Pink Ice, which has pink juice vesicles and brown rind
Crimson Tide, with red juice vesicles and brown rind
Chartreuse, a green-skinned fruit with yellow juice vesicles
In general, there is not much point in worrying about which type of finger lime is best – nutritionally they are much of a muchness. The flavour of finger lime is more determined by growing conditions than colour (the colours taste the same).
In addition to the regular cultivars, agriculturists are experimenting with hybrids of finger lime and other citrus fruits. An example is the finger lime/mandarin hybrid fruit developed by the CSIRO.
Where can YOU get them?
Finger limes have not yet made it to the produce section of bug supermarkets. However, they can be found online from distributors and at local farmers markets. Bear in mind that online, all-year-round stores are possibly selling defrosted fruit which has likely lost its snap. Fresh ripe finger limes are broken with a snap and ooze vesicles, kind of like fresh green beans. Old and thawed finger limes bend without breaking, and their juice vesicles must be carefully scooped out after cutting.
Keeping Finger Limes
If you are keen to experience finger limes, then you will probably want to plant your own tree. Freshly picked finger limes spoil fast (unless they have been chemically “enhanced”) and it is a rare week-old finger lime that has not developed patches of mould. This rapid spoilage, and the export market demand, is the main reason that finger limes are so expensive.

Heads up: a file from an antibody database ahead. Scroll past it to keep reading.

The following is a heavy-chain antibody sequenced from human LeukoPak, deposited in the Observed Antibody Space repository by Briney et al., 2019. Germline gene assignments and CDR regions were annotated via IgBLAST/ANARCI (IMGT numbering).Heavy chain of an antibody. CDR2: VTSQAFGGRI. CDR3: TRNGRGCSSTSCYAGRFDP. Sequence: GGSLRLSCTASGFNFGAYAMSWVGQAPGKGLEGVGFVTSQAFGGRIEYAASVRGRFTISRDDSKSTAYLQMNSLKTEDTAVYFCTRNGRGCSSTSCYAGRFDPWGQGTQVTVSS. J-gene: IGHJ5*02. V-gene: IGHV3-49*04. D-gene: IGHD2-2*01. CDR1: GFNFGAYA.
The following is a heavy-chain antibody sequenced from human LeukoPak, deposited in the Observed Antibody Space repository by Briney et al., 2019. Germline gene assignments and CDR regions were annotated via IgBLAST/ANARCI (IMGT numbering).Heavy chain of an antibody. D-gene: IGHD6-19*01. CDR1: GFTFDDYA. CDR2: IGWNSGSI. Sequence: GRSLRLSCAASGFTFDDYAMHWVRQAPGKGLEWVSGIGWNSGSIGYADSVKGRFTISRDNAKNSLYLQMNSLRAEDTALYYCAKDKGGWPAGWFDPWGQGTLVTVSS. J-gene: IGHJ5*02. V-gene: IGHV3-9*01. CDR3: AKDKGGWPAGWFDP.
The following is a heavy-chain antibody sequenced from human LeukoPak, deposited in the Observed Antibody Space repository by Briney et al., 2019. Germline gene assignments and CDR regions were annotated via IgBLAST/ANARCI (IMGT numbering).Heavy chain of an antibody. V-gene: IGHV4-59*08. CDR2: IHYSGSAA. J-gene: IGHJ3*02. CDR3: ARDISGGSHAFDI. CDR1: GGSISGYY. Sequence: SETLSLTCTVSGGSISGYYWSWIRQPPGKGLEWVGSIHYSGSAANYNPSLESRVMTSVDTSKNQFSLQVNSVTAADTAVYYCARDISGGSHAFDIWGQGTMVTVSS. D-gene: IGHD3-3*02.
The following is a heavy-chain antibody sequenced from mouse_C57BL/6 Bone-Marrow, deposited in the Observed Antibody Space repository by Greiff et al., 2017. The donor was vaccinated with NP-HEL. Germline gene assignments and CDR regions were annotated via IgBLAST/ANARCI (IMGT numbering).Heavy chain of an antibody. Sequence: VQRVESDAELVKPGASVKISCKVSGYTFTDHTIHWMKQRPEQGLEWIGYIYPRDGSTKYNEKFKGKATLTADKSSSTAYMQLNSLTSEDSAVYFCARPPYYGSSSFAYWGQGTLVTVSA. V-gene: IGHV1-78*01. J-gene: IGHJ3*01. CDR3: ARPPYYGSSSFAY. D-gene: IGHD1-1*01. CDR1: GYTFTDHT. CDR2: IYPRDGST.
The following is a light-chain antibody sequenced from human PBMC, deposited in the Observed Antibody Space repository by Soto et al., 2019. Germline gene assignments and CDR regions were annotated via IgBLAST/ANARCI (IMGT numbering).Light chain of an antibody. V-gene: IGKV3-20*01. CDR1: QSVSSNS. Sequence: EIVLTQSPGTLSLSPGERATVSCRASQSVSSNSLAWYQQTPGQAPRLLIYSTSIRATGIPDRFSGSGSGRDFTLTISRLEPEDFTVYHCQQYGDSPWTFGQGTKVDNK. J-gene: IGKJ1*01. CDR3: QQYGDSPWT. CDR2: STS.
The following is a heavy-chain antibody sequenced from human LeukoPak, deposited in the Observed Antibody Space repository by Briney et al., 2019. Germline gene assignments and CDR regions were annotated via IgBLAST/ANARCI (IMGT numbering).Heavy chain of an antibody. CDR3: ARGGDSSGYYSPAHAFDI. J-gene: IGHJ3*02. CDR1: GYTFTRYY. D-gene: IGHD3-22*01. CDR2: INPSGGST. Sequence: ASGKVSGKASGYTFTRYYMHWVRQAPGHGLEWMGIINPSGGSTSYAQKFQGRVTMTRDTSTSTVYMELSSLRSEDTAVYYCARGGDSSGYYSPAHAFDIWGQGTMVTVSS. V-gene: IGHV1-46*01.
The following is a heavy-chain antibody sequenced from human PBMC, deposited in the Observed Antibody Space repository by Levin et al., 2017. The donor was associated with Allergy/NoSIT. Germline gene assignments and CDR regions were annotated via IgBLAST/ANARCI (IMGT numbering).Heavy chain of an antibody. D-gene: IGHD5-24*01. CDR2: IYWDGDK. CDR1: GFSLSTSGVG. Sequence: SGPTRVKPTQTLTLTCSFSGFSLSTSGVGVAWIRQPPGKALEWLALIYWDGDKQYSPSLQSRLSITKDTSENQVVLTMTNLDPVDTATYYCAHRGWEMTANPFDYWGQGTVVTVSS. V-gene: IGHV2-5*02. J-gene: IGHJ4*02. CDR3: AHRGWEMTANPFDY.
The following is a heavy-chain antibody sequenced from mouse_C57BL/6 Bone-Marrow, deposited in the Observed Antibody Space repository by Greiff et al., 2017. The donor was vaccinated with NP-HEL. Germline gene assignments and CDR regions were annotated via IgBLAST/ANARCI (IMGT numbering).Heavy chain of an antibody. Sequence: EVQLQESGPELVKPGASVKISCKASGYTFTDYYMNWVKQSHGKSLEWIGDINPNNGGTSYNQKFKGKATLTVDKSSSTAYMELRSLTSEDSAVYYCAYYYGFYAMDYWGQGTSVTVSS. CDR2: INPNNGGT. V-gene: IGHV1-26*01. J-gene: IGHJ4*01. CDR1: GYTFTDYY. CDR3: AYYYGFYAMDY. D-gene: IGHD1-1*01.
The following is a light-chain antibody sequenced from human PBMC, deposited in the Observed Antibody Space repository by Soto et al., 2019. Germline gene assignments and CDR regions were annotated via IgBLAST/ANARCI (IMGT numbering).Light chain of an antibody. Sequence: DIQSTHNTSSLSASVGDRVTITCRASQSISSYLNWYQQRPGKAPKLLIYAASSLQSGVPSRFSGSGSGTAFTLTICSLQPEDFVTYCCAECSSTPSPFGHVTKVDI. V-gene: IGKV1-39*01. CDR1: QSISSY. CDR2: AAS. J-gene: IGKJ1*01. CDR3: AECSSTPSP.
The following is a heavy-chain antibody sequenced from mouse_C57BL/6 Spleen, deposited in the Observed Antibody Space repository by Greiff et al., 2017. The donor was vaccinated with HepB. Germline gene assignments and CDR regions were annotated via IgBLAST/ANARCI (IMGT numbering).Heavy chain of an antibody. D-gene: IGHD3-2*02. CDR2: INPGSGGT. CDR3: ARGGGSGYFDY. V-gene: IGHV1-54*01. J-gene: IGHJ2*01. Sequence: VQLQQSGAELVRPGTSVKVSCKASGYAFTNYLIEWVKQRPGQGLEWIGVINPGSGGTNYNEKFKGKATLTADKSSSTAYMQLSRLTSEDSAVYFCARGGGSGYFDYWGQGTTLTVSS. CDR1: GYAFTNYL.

It is not especially difficult to grow and nurture a finger lime tree like these from your local Bunnings. The tree develops excellent citrus blossoms in late summer and fruit in winter or early spring.
Emulsifier is a word you will see on many different food labels, but what does it mean exactly? What are the emulsifiers represented by codes 471, 322, 491, and 433 made of? Unlike, say, sugar, you simply cannot avoid emulsifiers in processed foods because they are literally in everything. Are emulsifiers bad for your health? Let’s get some answers!
To emulsify means to successfully mix liquids which don’t usually mix. The obvious example is water and oil. Usually, oil just sits on top of water when it is poured in, stubbornly refusing to mix. However, give it a good stir or shake and the oil breaks up into dispersed globules.
The small globules spread evenly throughout the water before floating back to the surface and re-forming a single oil layer. In the mixed state, the water and oil are said to be emulsified.